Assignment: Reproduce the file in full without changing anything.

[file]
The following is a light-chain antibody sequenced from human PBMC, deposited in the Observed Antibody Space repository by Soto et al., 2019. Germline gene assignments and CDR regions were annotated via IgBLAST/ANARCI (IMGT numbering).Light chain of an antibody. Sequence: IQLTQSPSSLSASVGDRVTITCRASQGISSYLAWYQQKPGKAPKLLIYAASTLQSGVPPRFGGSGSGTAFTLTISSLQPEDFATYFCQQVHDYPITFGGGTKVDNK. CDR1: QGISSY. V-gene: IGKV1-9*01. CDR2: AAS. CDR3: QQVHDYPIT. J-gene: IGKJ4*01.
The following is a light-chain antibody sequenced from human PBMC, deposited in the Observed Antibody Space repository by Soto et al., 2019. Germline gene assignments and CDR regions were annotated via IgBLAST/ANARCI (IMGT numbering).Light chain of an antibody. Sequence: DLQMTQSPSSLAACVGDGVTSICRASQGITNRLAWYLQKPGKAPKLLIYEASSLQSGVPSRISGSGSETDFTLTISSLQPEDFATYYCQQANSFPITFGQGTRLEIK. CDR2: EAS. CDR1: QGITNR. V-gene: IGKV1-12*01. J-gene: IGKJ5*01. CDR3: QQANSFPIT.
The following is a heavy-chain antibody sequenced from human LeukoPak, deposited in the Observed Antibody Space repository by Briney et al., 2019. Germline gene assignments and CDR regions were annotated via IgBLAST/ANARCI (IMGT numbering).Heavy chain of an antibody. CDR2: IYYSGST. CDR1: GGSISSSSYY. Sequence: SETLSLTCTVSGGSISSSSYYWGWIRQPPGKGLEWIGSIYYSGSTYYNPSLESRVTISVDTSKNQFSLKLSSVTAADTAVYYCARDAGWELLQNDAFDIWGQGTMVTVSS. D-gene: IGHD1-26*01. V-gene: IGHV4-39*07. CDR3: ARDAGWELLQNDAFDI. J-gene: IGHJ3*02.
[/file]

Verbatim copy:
The following is a light-chain antibody sequenced from human PBMC, deposited in the Observed Antibody Space repository by Soto et al., 2019. Germline gene assignments and CDR regions were annotated via IgBLAST/ANARCI (IMGT numbering).Light chain of an antibody. Sequence: IQLTQSPSSLSASVGDRVTITCRASQGISSYLAWYQQKPGKAPKLLIYAASTLQSGVPPRFGGSGSGTAFTLTISSLQPEDFATYFCQQVHDYPITFGGGTKVDNK. CDR1: QGISSY. V-gene: IGKV1-9*01. CDR2: AAS. CDR3: QQVHDYPIT. J-gene: IGKJ4*01.
The following is a light-chain antibody sequenced from human PBMC, deposited in the Observed Antibody Space repository by Soto et al., 2019. Germline gene assignments and CDR regions were annotated via IgBLAST/ANARCI (IMGT numbering).Light chain of an antibody. Sequence: DLQMTQSPSSLAACVGDGVTSICRASQGITNRLAWYLQKPGKAPKLLIYEASSLQSGVPSRISGSGSETDFTLTISSLQPEDFATYYCQQANSFPITFGQGTRLEIK. CDR2: EAS. CDR1: QGITNR. V-gene: IGKV1-12*01. J-gene: IGKJ5*01. CDR3: QQANSFPIT.
The following is a heavy-chain antibody sequenced from human LeukoPak, deposited in the Observed Antibody Space repository by Briney et al., 2019. Germline gene assignments and CDR regions were annotated via IgBLAST/ANARCI (IMGT numbering).Heavy chain of an antibody. CDR2: IYYSGST. CDR1: GGSISSSSYY. Sequence: SETLSLTCTVSGGSISSSSYYWGWIRQPPGKGLEWIGSIYYSGSTYYNPSLESRVTISVDTSKNQFSLKLSSVTAADTAVYYCARDAGWELLQNDAFDIWGQGTMVTVSS. D-gene: IGHD1-26*01. V-gene: IGHV4-39*07. CDR3: ARDAGWELLQNDAFDI. J-gene: IGHJ3*02.